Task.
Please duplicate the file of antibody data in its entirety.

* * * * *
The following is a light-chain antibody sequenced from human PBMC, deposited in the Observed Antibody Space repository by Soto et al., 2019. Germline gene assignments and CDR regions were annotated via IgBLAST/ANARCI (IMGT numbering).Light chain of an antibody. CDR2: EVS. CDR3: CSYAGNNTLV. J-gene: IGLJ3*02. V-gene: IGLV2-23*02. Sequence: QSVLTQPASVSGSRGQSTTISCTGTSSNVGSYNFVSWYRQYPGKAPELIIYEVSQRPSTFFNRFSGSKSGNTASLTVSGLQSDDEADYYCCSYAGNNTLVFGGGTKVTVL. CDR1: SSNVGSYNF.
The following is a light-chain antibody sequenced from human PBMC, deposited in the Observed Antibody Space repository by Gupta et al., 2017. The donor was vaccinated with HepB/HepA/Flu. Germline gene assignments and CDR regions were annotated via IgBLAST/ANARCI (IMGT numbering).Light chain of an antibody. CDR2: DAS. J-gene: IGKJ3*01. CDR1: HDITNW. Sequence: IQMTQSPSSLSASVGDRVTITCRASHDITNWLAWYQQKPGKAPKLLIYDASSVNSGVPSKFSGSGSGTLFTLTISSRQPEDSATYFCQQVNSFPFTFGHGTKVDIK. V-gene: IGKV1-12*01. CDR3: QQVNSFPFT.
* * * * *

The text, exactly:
The following is a light-chain antibody sequenced from human PBMC, deposited in the Observed Antibody Space repository by Soto et al., 2019. Germline gene assignments and CDR regions were annotated via IgBLAST/ANARCI (IMGT numbering).Light chain of an antibody. CDR2: EVS. CDR3: CSYAGNNTLV. J-gene: IGLJ3*02. V-gene: IGLV2-23*02. Sequence: QSVLTQPASVSGSRGQSTTISCTGTSSNVGSYNFVSWYRQYPGKAPELIIYEVSQRPSTFFNRFSGSKSGNTASLTVSGLQSDDEADYYCCSYAGNNTLVFGGGTKVTVL. CDR1: SSNVGSYNF.
The following is a light-chain antibody sequenced from human PBMC, deposited in the Observed Antibody Space repository by Gupta et al., 2017. The donor was vaccinated with HepB/HepA/Flu. Germline gene assignments and CDR regions were annotated via IgBLAST/ANARCI (IMGT numbering).Light chain of an antibody. CDR2: DAS. J-gene: IGKJ3*01. CDR1: HDITNW. Sequence: IQMTQSPSSLSASVGDRVTITCRASHDITNWLAWYQQKPGKAPKLLIYDASSVNSGVPSKFSGSGSGTLFTLTISSRQPEDSATYFCQQVNSFPFTFGHGTKVDIK. V-gene: IGKV1-12*01. CDR3: QQVNSFPFT.